During my Level 1 fieldwork at the VA hospital, I was able to observe mental health treatment in both an inpatient and outpatient capacity. My fieldwork supervisor used half of her time treating patients with substance use disorders who lived in a residential unit on the hospital campus during their time in treatment. Many interventions centered around social participation, leisure, and rest—arts-based therapy, yoga, meditation, and discussing healthy relationships are examples of activities in that setting. My supervisor also provided outpatient biofeedback therapy for relaxation and self-regulation, typically for patients experiencing problems related to sleep and anxiety. Patients were given instruction in breathing and visualization techniques to practice at home. Several times per month, they would come to the VA for outpatient treatment and meet my supervisor in her office. Using biofeedback devices, she monitored their breathing and heart rate to measure the effectiveness of their use of relaxation techniques.
Long-Term Care & Skilled Nursing
Long-term care (LTC) and skilled nursing facilities (SNF) are inpatient settings where patients may stay for weeks, months, or sometimes even longer than a year. These patients are not able to live independently in their homes without on-site rehabilitation first. Some patients eventually achieve a level of function that allows them to be discharged to their homes (with or without services).
Therapists in these settings can get to know their patients over a longer period of time. Patients live on-site, and generally the productivity expectation in these settings is higher. As in inpatient and acute settings, patients in LTC and SNF may have a wide range of diagnoses, from orthopedic injuries to severe mental health diagnoses. Some facilities may specialize in certain types of patients. One of my Level 2 fieldwork placements was in long-term acute care, where patients needed intensive care followed by a less intensive, extended period of care. The setting specialized in neurorehabilitation and ventilation-dependent patients. Common diagnoses in this setting were traumatic brain injuries, stroke, and respiratory failure.
Interventions are similar to what one would see in a hospital inpatient setting, primarily centering upon ADLs and IADLs (independent activities of daily living). However, patients tend to need more care and stay for longer periods of time than in other inpatient settings, allowing the therapist and patient more opportunity to work on strengthening, range of motion, problem-solving, and skills related to completing ADLs and IADLs.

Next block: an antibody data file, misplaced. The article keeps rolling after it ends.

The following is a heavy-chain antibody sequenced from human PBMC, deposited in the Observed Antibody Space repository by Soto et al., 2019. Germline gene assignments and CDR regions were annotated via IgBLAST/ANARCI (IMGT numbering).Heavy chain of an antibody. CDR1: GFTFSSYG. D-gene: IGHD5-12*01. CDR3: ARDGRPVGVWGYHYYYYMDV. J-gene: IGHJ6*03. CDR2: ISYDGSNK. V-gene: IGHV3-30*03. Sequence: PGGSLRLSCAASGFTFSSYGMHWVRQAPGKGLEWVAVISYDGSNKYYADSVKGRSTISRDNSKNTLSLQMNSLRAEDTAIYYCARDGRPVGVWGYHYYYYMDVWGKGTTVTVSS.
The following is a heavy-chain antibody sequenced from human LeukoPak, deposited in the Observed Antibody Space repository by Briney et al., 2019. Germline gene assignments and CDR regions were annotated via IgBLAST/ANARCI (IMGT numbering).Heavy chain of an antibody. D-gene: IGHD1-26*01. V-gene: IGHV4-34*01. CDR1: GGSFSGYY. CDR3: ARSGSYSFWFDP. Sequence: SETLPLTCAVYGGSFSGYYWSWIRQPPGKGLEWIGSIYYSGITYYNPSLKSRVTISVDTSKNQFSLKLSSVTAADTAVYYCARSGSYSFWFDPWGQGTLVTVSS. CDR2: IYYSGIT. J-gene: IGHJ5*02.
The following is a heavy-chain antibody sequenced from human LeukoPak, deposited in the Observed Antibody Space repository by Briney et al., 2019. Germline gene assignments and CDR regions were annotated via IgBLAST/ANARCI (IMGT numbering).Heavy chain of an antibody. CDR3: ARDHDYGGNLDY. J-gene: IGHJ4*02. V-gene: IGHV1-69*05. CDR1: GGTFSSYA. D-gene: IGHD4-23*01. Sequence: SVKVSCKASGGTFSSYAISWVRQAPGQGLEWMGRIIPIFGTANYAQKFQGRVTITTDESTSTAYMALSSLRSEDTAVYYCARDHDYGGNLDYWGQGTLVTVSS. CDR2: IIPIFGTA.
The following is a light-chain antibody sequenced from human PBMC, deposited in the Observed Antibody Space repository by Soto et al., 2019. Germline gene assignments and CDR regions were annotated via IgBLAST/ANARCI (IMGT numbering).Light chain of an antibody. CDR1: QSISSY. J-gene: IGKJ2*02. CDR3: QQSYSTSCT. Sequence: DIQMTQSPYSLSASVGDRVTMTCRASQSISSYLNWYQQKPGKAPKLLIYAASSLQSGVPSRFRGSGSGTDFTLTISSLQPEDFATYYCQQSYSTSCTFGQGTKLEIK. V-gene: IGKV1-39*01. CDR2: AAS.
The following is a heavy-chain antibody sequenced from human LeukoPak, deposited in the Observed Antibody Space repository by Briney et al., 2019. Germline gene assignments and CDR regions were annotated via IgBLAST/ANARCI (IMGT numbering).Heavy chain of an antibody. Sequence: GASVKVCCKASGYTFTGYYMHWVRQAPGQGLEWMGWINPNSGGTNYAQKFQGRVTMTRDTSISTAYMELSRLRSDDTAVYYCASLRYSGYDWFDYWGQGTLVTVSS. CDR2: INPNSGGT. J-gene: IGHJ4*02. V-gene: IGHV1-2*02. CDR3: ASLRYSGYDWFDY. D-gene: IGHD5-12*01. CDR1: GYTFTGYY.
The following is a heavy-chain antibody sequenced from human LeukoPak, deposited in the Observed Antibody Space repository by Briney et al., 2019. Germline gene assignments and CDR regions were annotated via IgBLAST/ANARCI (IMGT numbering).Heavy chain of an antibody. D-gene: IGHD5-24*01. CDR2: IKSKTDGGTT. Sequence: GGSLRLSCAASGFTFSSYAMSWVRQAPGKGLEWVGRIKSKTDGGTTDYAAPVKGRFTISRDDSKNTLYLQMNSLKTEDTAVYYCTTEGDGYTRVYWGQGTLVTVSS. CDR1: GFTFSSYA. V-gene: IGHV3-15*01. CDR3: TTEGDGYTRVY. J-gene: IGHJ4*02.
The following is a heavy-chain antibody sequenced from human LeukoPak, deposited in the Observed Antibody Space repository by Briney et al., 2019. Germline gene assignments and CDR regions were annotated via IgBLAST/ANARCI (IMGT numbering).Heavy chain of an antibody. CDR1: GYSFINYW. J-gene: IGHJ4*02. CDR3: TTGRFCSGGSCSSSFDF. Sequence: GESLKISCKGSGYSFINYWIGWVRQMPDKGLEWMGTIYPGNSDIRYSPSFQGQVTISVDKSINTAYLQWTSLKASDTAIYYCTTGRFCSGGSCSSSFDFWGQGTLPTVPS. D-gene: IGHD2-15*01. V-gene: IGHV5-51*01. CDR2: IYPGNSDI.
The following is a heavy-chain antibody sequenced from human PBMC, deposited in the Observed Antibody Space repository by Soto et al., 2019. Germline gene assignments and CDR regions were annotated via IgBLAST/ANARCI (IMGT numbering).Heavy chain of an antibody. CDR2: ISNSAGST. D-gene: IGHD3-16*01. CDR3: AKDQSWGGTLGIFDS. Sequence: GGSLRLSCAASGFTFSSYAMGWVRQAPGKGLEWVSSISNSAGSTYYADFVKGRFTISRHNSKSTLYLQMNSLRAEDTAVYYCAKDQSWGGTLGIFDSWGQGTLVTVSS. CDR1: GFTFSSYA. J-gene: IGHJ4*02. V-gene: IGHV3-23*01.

Outpatient Specialty Clinics
Outpatient clinics tend to specialize in specific areas of rehabilitation. They can be independently owned, or part of a healthcare system. There are several nationwide physical rehabilitation outpatient clinic chains that frequently advertise OT positions. As with hospital-based outpatient OTs, clinic-based outpatient OTs will see their patients with less frequency, so their weekly caseloads will involve many different patients. Cancellations tend to be higher in outpatient settings than in inpatient settings, since patients do not live on-site. Health professionals such as physical therapists, physiatrists, psychiatrists, psychologists, and speech language pathologists commonly work in clinics with OTs.
Hand therapy is regularly seen in outpatient clinics. A hand therapist may see patients due to a disorder like arthritis, after surgery or an injury, or to address other dysfunctions of the upper extremity. Forming custom splints, testing grip strength, developing and demonstrating home exercise programs, and recommending specific assistive technology devices are all ordinary parts of a hand therapist’s job.
Pediatric outpatient clinics are also very popular. These clinics will often concentrate on autism, sensory integration, and behavioral conditions. They may also address physical disabilities. Interventions in pediatric outpatient settings will typically address ADLs, play, and social participation.
The options for outpatient services are extremely broad. Less familiar services provided by outpatient clinics include driver rehabilitation, work hardening, low-vision, hippotherapy, and more.
Community & Home Health